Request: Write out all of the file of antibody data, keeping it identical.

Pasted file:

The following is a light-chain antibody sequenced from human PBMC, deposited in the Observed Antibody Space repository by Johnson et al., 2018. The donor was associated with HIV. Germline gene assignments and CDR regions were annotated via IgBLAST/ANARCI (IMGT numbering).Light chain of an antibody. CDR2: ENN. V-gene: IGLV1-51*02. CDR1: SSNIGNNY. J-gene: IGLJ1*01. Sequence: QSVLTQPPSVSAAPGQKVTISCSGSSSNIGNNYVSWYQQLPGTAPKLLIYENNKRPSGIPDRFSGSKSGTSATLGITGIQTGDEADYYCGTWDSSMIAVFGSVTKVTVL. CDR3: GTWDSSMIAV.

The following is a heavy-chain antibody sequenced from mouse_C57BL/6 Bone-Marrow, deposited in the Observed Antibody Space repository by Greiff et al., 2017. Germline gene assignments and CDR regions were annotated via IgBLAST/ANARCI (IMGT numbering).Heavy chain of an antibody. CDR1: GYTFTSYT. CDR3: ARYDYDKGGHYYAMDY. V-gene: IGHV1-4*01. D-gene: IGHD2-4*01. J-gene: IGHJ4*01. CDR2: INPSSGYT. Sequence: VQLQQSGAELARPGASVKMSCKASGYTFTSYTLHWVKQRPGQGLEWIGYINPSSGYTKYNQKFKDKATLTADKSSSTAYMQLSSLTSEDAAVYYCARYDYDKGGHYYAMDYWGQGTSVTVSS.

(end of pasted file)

The following is a light-chain antibody sequenced from human PBMC, deposited in the Observed Antibody Space repository by Johnson et al., 2018. The donor was associated with HIV. Germline gene assignments and CDR regions were annotated via IgBLAST/ANARCI (IMGT numbering).Light chain of an antibody. CDR2: ENN. V-gene: IGLV1-51*02. CDR1: SSNIGNNY. J-gene: IGLJ1*01. Sequence: QSVLTQPPSVSAAPGQKVTISCSGSSSNIGNNYVSWYQQLPGTAPKLLIYENNKRPSGIPDRFSGSKSGTSATLGITGIQTGDEADYYCGTWDSSMIAVFGSVTKVTVL. CDR3: GTWDSSMIAV.

The following is a heavy-chain antibody sequenced from mouse_C57BL/6 Bone-Marrow, deposited in the Observed Antibody Space repository by Greiff et al., 2017. Germline gene assignments and CDR regions were annotated via IgBLAST/ANARCI (IMGT numbering).Heavy chain of an antibody. CDR1: GYTFTSYT. CDR3: ARYDYDKGGHYYAMDY. V-gene: IGHV1-4*01. D-gene: IGHD2-4*01. J-gene: IGHJ4*01. CDR2: INPSSGYT. Sequence: VQLQQSGAELARPGASVKMSCKASGYTFTSYTLHWVKQRPGQGLEWIGYINPSSGYTKYNQKFKDKATLTADKSSSTAYMQLSSLTSEDAAVYYCARYDYDKGGHYYAMDYWGQGTSVTVSS.